Student - January 12, 2012

For & Against

Proposition: Bleker is not a threat to the landscape. He is making necessary adjustments to Dutch nature policy.

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Jillis: I am no nature expert, but I do have my doubts about all the fuss about State Secretary Henk Bleker's nature policy. The government has got to make cuts and - quite rightly- that is being done on all fronts. Including the nature front. Bleker wants to decentralize nature management in order to save 600 million. It seems to me a good idea for the provinces to implement policy at the regional level. They can always coordinate their policies so as to maintain the Ecological Main Structure. And then I wonder how especially valuable our almost entirely artificial nature really is. Are all those micro-nature areas, most of them created by us, really so special? Isn't nature something organic and unspoiled that should just go its own way? Uprooting all those conifers on the Veluwe to save the heather - is that natural?
Marlies responds: Compared to other areas, the cuts on nature are extreme. And nature has a positive impact on public health, which makes it important to keep on investing in it; better public health makes a big difference to absenteeism too. Whether we created the nature areas ourselves makes no difference to their positive impact.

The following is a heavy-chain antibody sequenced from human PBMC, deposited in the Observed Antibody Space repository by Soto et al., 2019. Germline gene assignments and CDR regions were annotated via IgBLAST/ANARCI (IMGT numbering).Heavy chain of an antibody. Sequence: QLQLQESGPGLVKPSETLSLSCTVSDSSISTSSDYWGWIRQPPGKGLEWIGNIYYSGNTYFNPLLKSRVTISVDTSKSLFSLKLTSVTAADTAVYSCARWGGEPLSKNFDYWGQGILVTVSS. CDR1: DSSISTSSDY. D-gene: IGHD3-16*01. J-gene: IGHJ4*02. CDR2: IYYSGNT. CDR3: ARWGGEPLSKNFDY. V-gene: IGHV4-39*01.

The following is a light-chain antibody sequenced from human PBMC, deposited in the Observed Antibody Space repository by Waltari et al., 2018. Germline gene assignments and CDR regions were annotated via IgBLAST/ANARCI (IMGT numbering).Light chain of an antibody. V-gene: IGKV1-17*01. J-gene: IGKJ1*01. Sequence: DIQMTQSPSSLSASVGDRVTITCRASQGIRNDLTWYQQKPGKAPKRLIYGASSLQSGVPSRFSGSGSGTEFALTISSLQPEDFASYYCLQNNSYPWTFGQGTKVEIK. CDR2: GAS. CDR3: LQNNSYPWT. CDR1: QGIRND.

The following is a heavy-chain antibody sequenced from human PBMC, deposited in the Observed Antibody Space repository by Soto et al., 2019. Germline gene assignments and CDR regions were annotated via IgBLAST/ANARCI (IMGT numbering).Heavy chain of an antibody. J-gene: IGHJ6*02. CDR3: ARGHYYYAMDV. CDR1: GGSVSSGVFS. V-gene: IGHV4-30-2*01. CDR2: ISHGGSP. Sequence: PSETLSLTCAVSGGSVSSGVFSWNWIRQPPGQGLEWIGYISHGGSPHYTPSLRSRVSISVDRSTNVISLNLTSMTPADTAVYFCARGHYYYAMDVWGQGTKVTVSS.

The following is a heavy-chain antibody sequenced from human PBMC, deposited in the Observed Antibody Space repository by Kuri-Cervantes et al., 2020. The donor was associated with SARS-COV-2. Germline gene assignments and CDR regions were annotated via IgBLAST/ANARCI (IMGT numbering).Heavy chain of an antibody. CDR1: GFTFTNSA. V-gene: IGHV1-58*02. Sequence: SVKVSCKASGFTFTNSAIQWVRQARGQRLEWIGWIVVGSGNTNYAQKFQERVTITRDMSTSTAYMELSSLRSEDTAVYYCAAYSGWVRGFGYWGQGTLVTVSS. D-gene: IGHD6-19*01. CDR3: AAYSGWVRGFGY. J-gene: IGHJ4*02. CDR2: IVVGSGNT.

Marlies: We all realize by now that there have to be budget cuts. So it's logical that there should be some cuts to nature management as well. However, the cuts to nature management are disproportional, at about 60 percent. To make matters worse, Bleker is simply putting a stop to current policy without putting anything clear in its place. A major example of this is the Ecological Main Structure. And then the Netherlands is at risk of breaking international treaties, and could incur fines, so it's questionable how much money will be saved through the cuts in the end. Leaving nature management to farmers, which is Bleker's aim, doesn't tend to work. That has been proven already. It does cost money in government subsidies which could otherwise have been spent on truly effective nature management. Bleker would do well to acknowledge the importance of nature in our country and learn to listen to people who know what they are talking about.
Jillis responds: I don't imagine Bleker isn't advised by experts. I also question the priceless value of some of our nature areas. That international treaties will be broken is not a valid argument. A government has a responsibility to act in the best interests of its own country.

Re:act